In Australia and the United Kingdom, it is common for home loans to come with an offset account. The balance of the account is “offset” against the loan when calculating interest, so the borrower saves more money than they would earn if the cash was held in an ordinary bank account, while retaining the ability to withdraw the cash on demand.
If the home loan is provided by a non-bank lender, the offset account is “not covered by the [Australian] government’s financial claims scheme, which guarantees traditional offset accounts up to $250,000 if bank lenders fail.”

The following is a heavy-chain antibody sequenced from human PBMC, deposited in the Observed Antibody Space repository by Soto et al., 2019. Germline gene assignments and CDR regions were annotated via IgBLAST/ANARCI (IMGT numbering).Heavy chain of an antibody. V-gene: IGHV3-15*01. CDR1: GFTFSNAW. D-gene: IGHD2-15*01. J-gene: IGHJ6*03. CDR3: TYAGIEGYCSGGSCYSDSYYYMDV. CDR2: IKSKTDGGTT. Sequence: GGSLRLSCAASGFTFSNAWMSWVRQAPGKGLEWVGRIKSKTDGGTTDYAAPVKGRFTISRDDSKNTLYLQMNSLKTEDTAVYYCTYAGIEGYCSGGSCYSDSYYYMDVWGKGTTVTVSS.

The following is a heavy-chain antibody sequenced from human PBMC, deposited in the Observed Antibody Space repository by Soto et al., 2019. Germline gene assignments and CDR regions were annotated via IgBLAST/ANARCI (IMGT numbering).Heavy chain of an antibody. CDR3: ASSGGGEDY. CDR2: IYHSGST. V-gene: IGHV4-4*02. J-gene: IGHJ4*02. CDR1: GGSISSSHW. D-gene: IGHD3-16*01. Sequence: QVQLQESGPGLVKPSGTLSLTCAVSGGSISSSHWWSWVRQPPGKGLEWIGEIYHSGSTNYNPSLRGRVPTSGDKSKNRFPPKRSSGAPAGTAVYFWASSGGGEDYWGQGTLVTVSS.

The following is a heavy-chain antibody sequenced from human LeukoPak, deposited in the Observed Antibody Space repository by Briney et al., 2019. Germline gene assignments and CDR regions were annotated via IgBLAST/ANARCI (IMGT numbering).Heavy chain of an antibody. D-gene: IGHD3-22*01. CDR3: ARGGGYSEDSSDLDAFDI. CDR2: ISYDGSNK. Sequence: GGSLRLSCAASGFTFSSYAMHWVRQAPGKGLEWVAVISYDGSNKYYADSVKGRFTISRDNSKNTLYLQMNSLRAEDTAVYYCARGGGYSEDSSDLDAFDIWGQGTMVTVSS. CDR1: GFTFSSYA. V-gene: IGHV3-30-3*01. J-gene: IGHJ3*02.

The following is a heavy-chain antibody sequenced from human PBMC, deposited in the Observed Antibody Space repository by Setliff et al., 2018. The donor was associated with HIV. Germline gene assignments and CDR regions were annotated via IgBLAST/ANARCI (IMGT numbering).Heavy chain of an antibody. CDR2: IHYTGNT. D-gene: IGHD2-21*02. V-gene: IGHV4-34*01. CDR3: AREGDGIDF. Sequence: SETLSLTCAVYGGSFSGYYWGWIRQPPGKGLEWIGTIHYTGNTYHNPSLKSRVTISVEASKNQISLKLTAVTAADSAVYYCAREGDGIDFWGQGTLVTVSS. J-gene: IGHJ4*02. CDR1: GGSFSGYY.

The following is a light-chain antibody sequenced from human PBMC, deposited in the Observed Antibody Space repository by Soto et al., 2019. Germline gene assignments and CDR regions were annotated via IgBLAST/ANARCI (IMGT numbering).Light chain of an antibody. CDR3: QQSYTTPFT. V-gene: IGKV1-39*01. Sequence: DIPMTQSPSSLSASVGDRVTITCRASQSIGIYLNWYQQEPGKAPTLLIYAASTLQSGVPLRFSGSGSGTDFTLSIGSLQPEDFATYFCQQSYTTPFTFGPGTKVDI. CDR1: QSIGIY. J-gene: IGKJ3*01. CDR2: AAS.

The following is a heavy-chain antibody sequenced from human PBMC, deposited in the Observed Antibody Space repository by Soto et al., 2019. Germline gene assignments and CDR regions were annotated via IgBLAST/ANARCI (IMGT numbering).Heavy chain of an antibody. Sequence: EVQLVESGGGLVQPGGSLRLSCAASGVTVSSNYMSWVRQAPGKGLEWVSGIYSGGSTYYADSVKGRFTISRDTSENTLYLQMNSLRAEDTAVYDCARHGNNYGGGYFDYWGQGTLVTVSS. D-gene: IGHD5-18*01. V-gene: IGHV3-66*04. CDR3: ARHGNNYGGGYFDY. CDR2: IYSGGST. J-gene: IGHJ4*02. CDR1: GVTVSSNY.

What would actually happen if you had a $500,000 home loan from a non-bank lender, with $250,000 in your offset account, and the lender became insolvent?
Could the receivers demand repayment of the full $500,000, leaving the borrower exposed to a potential $250,000 loss with the lender’s other unsecured creditors?
Or would equity prevent the receivers from recovering more than the net balance of $250,000, effectively granting the borrower priority over the unsecured creditors?